GSA Connects 2021 in Portland, Oregon

Paper No. 92-1
Presentation Time: 9:00 AM-1:00 PM


GLEASMAN, Gavin, Environmental Engineering and Earth Sciences, Clemson University, 342 Computer Court, Anderson, SC 29625 and LAZAR, Kelly Best, Engineering and Science Education, Clemson University, 104 Holtzendorff Hall, Clemson, SC 29634; Environmental Engineering and Earth Sciences, Clemson University, 342 Computer Court, Anderson, SC 29625

Coastal tidal wetlands are capable of sequestering and storing carbon through processes of photosynthesis, high sedimentation rates, and low decomposition rates. These processes allow tidal wetlands to function as long-term carbon reservoirs, while sequestering 30-50 times more carbon per unit area than forest. High-energy tropical storm events may disturb the carbon footprint and balance of coastal tidal wetlands, ultimately impacting known wetland-climate interactions. Tropical storm-driven carbon flux and storage has been documented in tropical rainforests, however the impact of high-energy storms on carbon storage in tidal wetlands is largely unknown. A better understanding of the interplay between storm events and the potential of periodic pulses of abnormal soil carbon dioxide (CO2) gas flux within tidal wetlands is critical for understanding coastal carbon cycles.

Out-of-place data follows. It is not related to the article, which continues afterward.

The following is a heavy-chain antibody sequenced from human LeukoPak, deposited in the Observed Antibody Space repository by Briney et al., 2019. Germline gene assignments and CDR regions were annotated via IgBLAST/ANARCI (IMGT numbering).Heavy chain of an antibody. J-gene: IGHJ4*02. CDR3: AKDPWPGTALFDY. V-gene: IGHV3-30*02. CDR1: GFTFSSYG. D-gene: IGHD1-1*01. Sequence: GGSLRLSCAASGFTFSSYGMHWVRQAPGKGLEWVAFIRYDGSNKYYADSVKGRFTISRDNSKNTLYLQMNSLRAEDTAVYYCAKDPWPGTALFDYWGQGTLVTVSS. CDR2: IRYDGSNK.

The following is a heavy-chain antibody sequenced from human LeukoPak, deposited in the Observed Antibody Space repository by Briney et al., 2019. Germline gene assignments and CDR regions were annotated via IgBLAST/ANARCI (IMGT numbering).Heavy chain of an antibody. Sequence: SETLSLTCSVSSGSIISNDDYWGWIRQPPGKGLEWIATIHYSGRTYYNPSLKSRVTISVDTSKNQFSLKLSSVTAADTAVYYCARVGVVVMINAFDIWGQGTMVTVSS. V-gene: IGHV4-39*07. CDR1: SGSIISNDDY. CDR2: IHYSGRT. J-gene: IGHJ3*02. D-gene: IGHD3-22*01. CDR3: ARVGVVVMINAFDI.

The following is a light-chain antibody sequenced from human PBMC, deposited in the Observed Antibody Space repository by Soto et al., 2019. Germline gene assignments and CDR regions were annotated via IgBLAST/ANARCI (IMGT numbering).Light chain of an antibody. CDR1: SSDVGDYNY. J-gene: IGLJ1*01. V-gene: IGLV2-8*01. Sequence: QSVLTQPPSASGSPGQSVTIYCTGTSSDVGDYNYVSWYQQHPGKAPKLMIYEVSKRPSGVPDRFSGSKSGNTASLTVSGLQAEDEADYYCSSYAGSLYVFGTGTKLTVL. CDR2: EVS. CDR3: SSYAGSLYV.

An investigation of modern and historical variations in carbon sequestration during high-energy storm events will be utilized. We have designed and built soil gas wells in tidal wetlands to withstand high tropical storm energy, minimize cost, and measure present carbon sequestration ability. CO2 soil gas sensors protected within constructed PVC wells can be used to quantify soil CO2 gas flux concentrations during three time intervals: (1) steady state conditions pre-storm events, (2) high-energy conditions during storm events, and (3) recalibration to steady-state conditions post-storm events.This well design balances the need for sensitive sensors with a robust design that minimizes threat to and impact of equipment loss during storm events.

Accompanying contemporary in-situ CO2 flux analysis, a multi-proxy approach using paleotempestology methods, isotopic analysis, and organic carbon quantification will assist in quantifying variations in carbon storage following historic storms. The developed multi-proxy approach will be conducted on tidal wetland soil cores to create a historical record of tidal wetland-storm event interactions. The combination of modern and historical methodologies will improve the understanding of how and to what degree tidal wetlands sequester carbon during tropical storm events. The improvement of carbon stock allotment in tidal wetlands will discern global atmospheric CO2 concentrations and refine predisposed climate change projections.